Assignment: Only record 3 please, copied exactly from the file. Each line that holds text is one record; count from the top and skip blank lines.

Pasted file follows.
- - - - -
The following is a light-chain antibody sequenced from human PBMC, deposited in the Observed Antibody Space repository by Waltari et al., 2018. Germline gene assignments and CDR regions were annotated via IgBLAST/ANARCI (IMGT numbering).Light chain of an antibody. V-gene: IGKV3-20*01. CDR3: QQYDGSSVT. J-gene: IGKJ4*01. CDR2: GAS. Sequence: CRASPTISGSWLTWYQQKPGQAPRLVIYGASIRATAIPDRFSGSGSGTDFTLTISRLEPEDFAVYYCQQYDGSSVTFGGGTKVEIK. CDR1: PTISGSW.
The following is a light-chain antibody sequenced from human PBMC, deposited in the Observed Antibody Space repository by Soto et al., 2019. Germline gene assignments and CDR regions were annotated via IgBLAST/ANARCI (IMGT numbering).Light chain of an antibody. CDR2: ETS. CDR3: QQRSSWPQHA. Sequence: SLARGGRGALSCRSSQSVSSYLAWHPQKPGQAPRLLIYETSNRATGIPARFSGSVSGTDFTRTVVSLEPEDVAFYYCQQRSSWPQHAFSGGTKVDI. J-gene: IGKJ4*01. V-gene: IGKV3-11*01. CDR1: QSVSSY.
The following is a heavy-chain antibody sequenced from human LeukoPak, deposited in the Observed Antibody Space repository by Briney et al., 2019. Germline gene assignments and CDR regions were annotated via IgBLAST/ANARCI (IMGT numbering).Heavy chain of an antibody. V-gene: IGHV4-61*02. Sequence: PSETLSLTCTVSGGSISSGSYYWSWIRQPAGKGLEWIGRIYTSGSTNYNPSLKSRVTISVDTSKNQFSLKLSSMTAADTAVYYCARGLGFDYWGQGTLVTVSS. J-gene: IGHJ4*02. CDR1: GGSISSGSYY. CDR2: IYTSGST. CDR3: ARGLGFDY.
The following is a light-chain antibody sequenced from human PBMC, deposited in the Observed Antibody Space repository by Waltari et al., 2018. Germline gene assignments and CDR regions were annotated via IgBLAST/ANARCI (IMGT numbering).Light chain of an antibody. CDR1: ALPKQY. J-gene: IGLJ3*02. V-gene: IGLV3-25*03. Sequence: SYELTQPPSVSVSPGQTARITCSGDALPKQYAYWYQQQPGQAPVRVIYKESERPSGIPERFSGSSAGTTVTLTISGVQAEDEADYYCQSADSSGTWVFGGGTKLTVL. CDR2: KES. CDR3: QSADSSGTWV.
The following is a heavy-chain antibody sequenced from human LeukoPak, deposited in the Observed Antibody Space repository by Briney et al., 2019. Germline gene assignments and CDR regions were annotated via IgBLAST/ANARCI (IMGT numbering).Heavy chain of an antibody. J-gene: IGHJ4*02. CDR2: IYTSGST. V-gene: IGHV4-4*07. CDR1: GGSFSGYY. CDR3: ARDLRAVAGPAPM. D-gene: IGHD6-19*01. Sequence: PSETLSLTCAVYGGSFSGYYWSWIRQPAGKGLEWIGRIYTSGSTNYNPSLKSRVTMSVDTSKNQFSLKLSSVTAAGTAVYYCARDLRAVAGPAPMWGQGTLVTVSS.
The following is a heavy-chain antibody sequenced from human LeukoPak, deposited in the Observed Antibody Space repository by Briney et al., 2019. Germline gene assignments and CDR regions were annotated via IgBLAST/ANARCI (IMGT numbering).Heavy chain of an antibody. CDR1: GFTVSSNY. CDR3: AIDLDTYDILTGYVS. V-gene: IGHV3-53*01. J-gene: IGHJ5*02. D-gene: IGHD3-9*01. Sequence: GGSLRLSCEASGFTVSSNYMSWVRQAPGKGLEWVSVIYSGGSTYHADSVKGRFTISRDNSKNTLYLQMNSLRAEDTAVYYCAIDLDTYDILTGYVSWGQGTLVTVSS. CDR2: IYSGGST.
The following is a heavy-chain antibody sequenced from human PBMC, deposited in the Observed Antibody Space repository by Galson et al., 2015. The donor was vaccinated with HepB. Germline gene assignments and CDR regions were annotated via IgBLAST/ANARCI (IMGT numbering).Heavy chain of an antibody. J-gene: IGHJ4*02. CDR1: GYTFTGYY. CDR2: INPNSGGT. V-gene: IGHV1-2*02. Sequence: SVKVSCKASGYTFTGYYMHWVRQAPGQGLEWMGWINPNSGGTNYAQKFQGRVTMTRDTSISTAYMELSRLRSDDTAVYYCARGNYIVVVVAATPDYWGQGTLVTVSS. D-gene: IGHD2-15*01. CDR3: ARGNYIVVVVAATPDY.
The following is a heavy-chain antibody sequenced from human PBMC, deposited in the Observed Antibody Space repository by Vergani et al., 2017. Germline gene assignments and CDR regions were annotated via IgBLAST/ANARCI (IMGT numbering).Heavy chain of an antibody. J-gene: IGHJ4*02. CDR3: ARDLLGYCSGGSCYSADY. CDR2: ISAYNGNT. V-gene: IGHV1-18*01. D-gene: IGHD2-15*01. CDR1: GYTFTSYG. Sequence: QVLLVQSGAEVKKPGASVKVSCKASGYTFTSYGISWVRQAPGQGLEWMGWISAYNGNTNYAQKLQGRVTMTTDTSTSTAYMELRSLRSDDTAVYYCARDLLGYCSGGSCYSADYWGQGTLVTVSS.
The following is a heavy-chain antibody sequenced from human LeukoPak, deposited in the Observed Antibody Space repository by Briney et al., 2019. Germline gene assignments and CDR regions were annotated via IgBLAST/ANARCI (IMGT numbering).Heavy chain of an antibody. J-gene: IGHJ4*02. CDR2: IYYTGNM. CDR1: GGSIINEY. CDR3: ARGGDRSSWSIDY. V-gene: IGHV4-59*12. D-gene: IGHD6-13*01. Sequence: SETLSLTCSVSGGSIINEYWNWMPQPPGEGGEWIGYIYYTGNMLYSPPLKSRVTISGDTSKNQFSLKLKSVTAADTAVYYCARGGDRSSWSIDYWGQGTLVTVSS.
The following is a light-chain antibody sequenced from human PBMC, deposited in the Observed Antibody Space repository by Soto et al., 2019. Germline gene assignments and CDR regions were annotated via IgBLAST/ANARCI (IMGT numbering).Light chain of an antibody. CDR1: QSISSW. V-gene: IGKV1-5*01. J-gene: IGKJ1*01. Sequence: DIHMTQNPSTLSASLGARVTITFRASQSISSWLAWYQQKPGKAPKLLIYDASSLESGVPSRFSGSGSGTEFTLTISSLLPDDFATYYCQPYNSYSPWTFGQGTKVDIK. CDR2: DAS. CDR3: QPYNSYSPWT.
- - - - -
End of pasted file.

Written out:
The following is a heavy-chain antibody sequenced from human LeukoPak, deposited in the Observed Antibody Space repository by Briney et al., 2019. Germline gene assignments and CDR regions were annotated via IgBLAST/ANARCI (IMGT numbering).Heavy chain of an antibody. V-gene: IGHV4-61*02. Sequence: PSETLSLTCTVSGGSISSGSYYWSWIRQPAGKGLEWIGRIYTSGSTNYNPSLKSRVTISVDTSKNQFSLKLSSMTAADTAVYYCARGLGFDYWGQGTLVTVSS. J-gene: IGHJ4*02. CDR1: GGSISSGSYY. CDR2: IYTSGST. CDR3: ARGLGFDY.